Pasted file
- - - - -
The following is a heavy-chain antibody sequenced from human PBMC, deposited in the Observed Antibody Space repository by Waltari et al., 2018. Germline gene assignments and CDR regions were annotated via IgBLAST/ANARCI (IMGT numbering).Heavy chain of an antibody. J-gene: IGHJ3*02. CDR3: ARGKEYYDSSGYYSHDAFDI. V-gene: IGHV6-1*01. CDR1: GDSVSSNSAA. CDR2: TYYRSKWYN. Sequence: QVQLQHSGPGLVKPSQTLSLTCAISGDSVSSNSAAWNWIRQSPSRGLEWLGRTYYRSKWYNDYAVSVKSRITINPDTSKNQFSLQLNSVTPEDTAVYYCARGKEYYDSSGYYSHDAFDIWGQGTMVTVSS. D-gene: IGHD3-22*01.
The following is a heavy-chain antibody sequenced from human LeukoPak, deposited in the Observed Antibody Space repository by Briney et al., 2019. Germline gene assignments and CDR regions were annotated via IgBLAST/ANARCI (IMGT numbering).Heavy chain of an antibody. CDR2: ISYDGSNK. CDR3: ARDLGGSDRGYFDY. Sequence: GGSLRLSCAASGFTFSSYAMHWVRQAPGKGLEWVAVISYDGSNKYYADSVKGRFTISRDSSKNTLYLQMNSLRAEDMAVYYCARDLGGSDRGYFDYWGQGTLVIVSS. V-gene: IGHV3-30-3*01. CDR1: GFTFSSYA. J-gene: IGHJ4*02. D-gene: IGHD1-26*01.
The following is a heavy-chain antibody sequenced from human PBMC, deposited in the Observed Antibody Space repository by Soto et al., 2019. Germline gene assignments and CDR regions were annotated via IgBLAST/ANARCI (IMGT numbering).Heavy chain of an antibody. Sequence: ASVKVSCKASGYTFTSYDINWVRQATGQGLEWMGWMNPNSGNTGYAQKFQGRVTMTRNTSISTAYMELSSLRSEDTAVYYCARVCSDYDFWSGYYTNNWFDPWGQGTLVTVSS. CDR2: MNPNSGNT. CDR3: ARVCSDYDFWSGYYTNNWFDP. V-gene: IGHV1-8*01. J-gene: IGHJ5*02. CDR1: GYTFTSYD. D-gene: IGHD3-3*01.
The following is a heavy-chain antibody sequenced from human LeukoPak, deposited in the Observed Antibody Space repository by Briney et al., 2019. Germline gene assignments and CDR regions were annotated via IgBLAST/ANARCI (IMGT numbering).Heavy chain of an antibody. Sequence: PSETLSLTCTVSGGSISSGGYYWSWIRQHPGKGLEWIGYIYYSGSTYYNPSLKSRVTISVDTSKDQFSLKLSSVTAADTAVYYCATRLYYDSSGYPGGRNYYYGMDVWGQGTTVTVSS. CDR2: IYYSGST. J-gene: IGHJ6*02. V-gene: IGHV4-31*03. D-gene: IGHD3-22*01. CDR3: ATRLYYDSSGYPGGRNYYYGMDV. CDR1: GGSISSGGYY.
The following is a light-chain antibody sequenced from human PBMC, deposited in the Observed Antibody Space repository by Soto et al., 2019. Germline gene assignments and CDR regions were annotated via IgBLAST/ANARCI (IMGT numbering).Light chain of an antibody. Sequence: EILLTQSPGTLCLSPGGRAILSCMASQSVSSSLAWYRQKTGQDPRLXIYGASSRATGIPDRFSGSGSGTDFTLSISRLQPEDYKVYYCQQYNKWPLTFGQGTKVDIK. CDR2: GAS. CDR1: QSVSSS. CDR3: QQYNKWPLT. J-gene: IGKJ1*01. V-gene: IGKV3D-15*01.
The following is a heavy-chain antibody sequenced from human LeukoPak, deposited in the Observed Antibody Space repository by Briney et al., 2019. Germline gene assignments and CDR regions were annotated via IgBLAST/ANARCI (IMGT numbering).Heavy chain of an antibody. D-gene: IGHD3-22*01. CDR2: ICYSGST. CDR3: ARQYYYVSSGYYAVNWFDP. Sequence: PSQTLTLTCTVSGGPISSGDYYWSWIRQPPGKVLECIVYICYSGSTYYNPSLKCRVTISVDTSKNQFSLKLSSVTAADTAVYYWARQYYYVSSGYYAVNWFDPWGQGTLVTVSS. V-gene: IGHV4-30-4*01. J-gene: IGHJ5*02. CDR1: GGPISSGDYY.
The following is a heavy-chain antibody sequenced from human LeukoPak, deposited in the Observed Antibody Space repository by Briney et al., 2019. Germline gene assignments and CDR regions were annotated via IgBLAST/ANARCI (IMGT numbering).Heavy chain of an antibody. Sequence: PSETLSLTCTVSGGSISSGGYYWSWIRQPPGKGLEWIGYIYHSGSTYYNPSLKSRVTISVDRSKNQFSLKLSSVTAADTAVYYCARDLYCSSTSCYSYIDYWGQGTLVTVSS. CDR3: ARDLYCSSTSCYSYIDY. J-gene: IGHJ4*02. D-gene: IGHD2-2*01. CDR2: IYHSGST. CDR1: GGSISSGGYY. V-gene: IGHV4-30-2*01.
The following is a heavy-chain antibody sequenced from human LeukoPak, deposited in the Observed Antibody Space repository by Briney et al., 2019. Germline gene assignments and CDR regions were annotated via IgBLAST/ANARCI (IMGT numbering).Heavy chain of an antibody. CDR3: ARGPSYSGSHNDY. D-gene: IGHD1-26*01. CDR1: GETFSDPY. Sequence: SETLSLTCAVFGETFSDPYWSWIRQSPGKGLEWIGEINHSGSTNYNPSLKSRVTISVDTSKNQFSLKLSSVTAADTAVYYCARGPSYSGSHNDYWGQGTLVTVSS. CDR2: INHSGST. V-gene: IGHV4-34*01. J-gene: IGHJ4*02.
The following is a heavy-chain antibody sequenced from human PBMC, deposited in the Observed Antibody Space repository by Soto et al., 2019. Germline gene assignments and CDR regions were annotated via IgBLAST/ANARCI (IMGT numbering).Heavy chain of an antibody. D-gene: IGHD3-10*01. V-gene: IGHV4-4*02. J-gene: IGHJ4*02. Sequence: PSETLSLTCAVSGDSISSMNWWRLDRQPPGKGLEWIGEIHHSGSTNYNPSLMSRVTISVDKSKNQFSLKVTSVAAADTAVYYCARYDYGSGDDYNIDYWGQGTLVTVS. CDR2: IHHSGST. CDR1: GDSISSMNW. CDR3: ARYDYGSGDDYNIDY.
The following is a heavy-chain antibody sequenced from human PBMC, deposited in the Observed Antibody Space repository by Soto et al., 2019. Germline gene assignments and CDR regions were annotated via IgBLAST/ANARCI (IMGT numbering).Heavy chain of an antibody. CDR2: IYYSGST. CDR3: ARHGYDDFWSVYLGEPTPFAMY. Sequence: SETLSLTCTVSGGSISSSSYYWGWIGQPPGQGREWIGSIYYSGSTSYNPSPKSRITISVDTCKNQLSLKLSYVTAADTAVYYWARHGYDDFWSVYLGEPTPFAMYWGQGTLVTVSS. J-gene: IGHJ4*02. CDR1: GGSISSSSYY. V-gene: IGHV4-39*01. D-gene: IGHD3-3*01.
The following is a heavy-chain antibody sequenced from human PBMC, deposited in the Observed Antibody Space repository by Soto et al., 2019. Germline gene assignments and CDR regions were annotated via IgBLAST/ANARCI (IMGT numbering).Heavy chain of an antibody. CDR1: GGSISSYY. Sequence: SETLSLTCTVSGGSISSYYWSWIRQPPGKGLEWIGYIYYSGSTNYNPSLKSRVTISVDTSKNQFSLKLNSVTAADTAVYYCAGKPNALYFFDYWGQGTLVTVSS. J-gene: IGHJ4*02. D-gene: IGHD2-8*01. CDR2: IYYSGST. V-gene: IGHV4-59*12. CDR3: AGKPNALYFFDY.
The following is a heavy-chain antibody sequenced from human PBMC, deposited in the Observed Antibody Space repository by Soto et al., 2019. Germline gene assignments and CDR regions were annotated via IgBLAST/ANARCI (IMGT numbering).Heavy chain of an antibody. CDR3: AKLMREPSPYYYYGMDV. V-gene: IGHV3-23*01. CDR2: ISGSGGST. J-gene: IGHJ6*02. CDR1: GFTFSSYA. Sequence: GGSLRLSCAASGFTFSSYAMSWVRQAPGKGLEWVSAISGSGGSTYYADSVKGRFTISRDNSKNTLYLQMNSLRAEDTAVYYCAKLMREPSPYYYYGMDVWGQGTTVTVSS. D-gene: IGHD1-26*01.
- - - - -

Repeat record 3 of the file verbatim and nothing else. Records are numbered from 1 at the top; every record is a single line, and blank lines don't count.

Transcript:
The following is a heavy-chain antibody sequenced from human PBMC, deposited in the Observed Antibody Space repository by Soto et al., 2019. Germline gene assignments and CDR regions were annotated via IgBLAST/ANARCI (IMGT numbering).Heavy chain of an antibody. Sequence: ASVKVSCKASGYTFTSYDINWVRQATGQGLEWMGWMNPNSGNTGYAQKFQGRVTMTRNTSISTAYMELSSLRSEDTAVYYCARVCSDYDFWSGYYTNNWFDPWGQGTLVTVSS. CDR2: MNPNSGNT. CDR3: ARVCSDYDFWSGYYTNNWFDP. V-gene: IGHV1-8*01. J-gene: IGHJ5*02. CDR1: GYTFTSYD. D-gene: IGHD3-3*01.